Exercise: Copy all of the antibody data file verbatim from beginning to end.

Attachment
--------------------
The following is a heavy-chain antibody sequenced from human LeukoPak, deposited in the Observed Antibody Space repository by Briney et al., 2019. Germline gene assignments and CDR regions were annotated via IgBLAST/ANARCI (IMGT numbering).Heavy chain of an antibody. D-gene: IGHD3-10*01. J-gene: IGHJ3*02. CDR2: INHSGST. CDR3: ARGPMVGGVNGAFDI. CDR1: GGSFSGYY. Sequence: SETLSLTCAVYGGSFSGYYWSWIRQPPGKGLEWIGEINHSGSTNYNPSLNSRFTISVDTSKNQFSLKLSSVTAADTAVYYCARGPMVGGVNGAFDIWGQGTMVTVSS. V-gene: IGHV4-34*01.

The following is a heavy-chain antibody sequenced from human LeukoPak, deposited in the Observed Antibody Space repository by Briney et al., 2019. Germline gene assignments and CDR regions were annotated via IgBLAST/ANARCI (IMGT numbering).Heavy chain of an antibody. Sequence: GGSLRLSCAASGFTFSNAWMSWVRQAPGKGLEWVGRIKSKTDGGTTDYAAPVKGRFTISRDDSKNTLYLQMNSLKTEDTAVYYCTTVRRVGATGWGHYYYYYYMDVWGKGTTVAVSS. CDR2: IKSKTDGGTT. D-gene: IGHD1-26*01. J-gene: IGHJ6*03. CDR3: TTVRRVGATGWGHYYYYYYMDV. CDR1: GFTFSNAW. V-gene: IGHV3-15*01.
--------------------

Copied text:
The following is a heavy-chain antibody sequenced from human LeukoPak, deposited in the Observed Antibody Space repository by Briney et al., 2019. Germline gene assignments and CDR regions were annotated via IgBLAST/ANARCI (IMGT numbering).Heavy chain of an antibody. D-gene: IGHD3-10*01. J-gene: IGHJ3*02. CDR2: INHSGST. CDR3: ARGPMVGGVNGAFDI. CDR1: GGSFSGYY. Sequence: SETLSLTCAVYGGSFSGYYWSWIRQPPGKGLEWIGEINHSGSTNYNPSLNSRFTISVDTSKNQFSLKLSSVTAADTAVYYCARGPMVGGVNGAFDIWGQGTMVTVSS. V-gene: IGHV4-34*01.

The following is a heavy-chain antibody sequenced from human LeukoPak, deposited in the Observed Antibody Space repository by Briney et al., 2019. Germline gene assignments and CDR regions were annotated via IgBLAST/ANARCI (IMGT numbering).Heavy chain of an antibody. Sequence: GGSLRLSCAASGFTFSNAWMSWVRQAPGKGLEWVGRIKSKTDGGTTDYAAPVKGRFTISRDDSKNTLYLQMNSLKTEDTAVYYCTTVRRVGATGWGHYYYYYYMDVWGKGTTVAVSS. CDR2: IKSKTDGGTT. D-gene: IGHD1-26*01. J-gene: IGHJ6*03. CDR3: TTVRRVGATGWGHYYYYYYMDV. CDR1: GFTFSNAW. V-gene: IGHV3-15*01.